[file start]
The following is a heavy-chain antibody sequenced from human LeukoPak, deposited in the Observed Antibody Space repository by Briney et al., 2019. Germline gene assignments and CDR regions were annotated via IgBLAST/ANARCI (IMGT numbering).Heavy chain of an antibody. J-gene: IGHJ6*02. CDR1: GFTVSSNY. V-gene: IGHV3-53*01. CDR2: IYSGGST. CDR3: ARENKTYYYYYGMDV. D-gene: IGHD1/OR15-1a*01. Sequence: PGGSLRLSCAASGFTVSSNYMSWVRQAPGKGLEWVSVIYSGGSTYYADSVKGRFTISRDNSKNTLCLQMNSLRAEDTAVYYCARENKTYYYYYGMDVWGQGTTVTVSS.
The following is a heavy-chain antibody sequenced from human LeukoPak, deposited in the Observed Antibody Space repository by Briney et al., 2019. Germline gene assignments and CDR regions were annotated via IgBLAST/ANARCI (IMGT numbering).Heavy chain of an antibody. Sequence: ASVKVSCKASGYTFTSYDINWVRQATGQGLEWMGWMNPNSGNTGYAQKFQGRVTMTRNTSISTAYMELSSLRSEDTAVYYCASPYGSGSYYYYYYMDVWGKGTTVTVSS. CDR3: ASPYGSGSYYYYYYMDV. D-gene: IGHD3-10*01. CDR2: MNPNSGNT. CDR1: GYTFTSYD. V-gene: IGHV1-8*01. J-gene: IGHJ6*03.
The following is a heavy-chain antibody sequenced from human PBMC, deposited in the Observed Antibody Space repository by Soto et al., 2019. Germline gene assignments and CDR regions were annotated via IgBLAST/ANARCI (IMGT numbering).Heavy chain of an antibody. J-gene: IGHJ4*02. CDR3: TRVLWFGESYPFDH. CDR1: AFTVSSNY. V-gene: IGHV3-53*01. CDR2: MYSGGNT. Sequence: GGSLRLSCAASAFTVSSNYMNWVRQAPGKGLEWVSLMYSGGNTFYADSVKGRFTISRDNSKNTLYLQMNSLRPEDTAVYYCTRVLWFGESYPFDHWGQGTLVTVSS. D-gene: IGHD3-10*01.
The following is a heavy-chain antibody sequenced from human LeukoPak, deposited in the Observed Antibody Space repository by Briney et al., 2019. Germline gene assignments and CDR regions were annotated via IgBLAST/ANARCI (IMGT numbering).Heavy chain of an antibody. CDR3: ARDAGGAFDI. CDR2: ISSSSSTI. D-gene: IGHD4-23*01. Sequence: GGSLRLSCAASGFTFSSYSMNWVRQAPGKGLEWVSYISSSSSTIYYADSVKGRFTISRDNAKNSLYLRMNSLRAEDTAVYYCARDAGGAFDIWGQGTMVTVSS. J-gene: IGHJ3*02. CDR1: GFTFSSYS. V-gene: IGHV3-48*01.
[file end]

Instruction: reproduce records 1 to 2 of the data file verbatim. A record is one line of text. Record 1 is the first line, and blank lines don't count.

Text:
The following is a heavy-chain antibody sequenced from human LeukoPak, deposited in the Observed Antibody Space repository by Briney et al., 2019. Germline gene assignments and CDR regions were annotated via IgBLAST/ANARCI (IMGT numbering).Heavy chain of an antibody. J-gene: IGHJ6*02. CDR1: GFTVSSNY. V-gene: IGHV3-53*01. CDR2: IYSGGST. CDR3: ARENKTYYYYYGMDV. D-gene: IGHD1/OR15-1a*01. Sequence: PGGSLRLSCAASGFTVSSNYMSWVRQAPGKGLEWVSVIYSGGSTYYADSVKGRFTISRDNSKNTLCLQMNSLRAEDTAVYYCARENKTYYYYYGMDVWGQGTTVTVSS.
The following is a heavy-chain antibody sequenced from human LeukoPak, deposited in the Observed Antibody Space repository by Briney et al., 2019. Germline gene assignments and CDR regions were annotated via IgBLAST/ANARCI (IMGT numbering).Heavy chain of an antibody. Sequence: ASVKVSCKASGYTFTSYDINWVRQATGQGLEWMGWMNPNSGNTGYAQKFQGRVTMTRNTSISTAYMELSSLRSEDTAVYYCASPYGSGSYYYYYYMDVWGKGTTVTVSS. CDR3: ASPYGSGSYYYYYYMDV. D-gene: IGHD3-10*01. CDR2: MNPNSGNT. CDR1: GYTFTSYD. V-gene: IGHV1-8*01. J-gene: IGHJ6*03.